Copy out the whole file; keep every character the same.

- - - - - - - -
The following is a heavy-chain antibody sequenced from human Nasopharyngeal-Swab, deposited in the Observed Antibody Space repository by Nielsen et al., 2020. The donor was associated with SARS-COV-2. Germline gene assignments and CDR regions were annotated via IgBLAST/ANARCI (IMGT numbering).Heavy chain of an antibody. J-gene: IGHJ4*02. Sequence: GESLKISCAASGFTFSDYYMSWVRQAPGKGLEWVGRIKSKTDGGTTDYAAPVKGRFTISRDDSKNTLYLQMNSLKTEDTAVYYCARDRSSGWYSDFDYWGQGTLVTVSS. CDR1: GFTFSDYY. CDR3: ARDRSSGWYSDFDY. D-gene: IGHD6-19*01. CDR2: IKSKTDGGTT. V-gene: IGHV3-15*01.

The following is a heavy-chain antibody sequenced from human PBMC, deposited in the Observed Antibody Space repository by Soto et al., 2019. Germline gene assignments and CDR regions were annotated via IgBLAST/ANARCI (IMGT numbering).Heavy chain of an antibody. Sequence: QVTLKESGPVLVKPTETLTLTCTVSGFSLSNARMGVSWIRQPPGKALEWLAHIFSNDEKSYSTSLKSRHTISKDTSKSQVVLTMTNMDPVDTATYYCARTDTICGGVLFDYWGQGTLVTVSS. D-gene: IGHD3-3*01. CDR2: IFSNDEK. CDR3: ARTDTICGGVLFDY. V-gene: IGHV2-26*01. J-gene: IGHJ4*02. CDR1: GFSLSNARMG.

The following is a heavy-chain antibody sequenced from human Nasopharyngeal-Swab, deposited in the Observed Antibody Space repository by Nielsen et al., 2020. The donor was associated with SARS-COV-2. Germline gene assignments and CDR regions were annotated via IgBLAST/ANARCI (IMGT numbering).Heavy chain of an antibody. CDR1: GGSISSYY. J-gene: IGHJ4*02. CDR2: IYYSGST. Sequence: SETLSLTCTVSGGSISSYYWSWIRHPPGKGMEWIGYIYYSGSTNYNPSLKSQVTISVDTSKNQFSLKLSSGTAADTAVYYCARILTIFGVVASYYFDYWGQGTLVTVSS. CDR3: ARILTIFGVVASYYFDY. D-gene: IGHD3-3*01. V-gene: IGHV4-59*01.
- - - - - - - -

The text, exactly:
The following is a heavy-chain antibody sequenced from human Nasopharyngeal-Swab, deposited in the Observed Antibody Space repository by Nielsen et al., 2020. The donor was associated with SARS-COV-2. Germline gene assignments and CDR regions were annotated via IgBLAST/ANARCI (IMGT numbering).Heavy chain of an antibody. J-gene: IGHJ4*02. Sequence: GESLKISCAASGFTFSDYYMSWVRQAPGKGLEWVGRIKSKTDGGTTDYAAPVKGRFTISRDDSKNTLYLQMNSLKTEDTAVYYCARDRSSGWYSDFDYWGQGTLVTVSS. CDR1: GFTFSDYY. CDR3: ARDRSSGWYSDFDY. D-gene: IGHD6-19*01. CDR2: IKSKTDGGTT. V-gene: IGHV3-15*01.

The following is a heavy-chain antibody sequenced from human PBMC, deposited in the Observed Antibody Space repository by Soto et al., 2019. Germline gene assignments and CDR regions were annotated via IgBLAST/ANARCI (IMGT numbering).Heavy chain of an antibody. Sequence: QVTLKESGPVLVKPTETLTLTCTVSGFSLSNARMGVSWIRQPPGKALEWLAHIFSNDEKSYSTSLKSRHTISKDTSKSQVVLTMTNMDPVDTATYYCARTDTICGGVLFDYWGQGTLVTVSS. D-gene: IGHD3-3*01. CDR2: IFSNDEK. CDR3: ARTDTICGGVLFDY. V-gene: IGHV2-26*01. J-gene: IGHJ4*02. CDR1: GFSLSNARMG.

The following is a heavy-chain antibody sequenced from human Nasopharyngeal-Swab, deposited in the Observed Antibody Space repository by Nielsen et al., 2020. The donor was associated with SARS-COV-2. Germline gene assignments and CDR regions were annotated via IgBLAST/ANARCI (IMGT numbering).Heavy chain of an antibody. CDR1: GGSISSYY. J-gene: IGHJ4*02. CDR2: IYYSGST. Sequence: SETLSLTCTVSGGSISSYYWSWIRHPPGKGMEWIGYIYYSGSTNYNPSLKSQVTISVDTSKNQFSLKLSSGTAADTAVYYCARILTIFGVVASYYFDYWGQGTLVTVSS. CDR3: ARILTIFGVVASYYFDY. D-gene: IGHD3-3*01. V-gene: IGHV4-59*01.